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Over the past year, housing prices in the US rose precipitously. Low interest rates and millennials’ entry into the market spiked demand across the nation, leading housing prices in some cities to increase by more than 20 percent in one year, and crushing the dreams of many would-be homeowners.
But housing prices in the US were a problem long before 2020 — and while demand is a big part of the story, there’s an even bigger reason it’s increasingly difficult for Americans to find affordable housing: We don’t have enough houses. According to one estimate, the US is now facing a nearly four-million-home shortage. And the primary reason for that shortage is what’s called exclusionary zoning.
Zoning laws are the local rules and regulations that decide what types of homes can be built where. These rules can sometimes have good intentions. But they also have a dark history in the United States as a tool to keep certain races, religions, and nationalities out of white neighborhoods. And while zoning laws in the US are no longer explicitly racist, their effect remains basically the same: to keep affordable housing, and the people who need it, away from the wealthiest Americans.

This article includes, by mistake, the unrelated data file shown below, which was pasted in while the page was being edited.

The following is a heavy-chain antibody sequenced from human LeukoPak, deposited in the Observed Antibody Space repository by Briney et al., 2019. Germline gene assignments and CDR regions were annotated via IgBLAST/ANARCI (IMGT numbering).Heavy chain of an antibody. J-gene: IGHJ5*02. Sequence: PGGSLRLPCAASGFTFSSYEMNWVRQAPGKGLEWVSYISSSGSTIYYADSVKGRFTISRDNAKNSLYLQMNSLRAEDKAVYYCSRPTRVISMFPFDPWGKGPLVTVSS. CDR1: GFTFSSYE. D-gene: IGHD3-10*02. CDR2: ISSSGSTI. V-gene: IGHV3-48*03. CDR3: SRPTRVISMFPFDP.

Today, in the majority of the US, especially in cities with good jobs, it’s illegal to build many affordable types of housing. And it’s led to a widespread affordability crisis. Watch the video above for more.
Jerusalem Demsas reports on housing policy for Vox, and she’s written a ton about this issue:
Houses are getting more and more expensive. There’s a simple fix for that: https://www.vox.com/22464801/housing-bubble-market-crash-supply-shortage-great-recession
What it’ll take to fix America’s housing rules: https://www.vox.com/22252625/america-racist-housing-rules-how-to-fix
The housing shortage is making discrimination a lot easier: https://www.vox.com/2021/5/26/22453293/housing-supply-shortage-discrimination-real-estate-cover-letters
Why the housing market boomed despite the recession: https://www.vox.com/22264268/covid-19-housing-insecurity-housing-prices-mortgage-rates-pandemic-zoning-supply-demand
The zoning maps in the video came from UC Berkeley’s Othering & Belonging Institute: https://belonging.berkeley.edu/single-family-zoning-san-francisco-bay-area
Other data sources:
Freddie Mac: http://www.freddiemac.com/research/insight/20210507_housing_supply.page
US Census Bureau: https://www.census.gov/construction/nrc/historical_data/index.html
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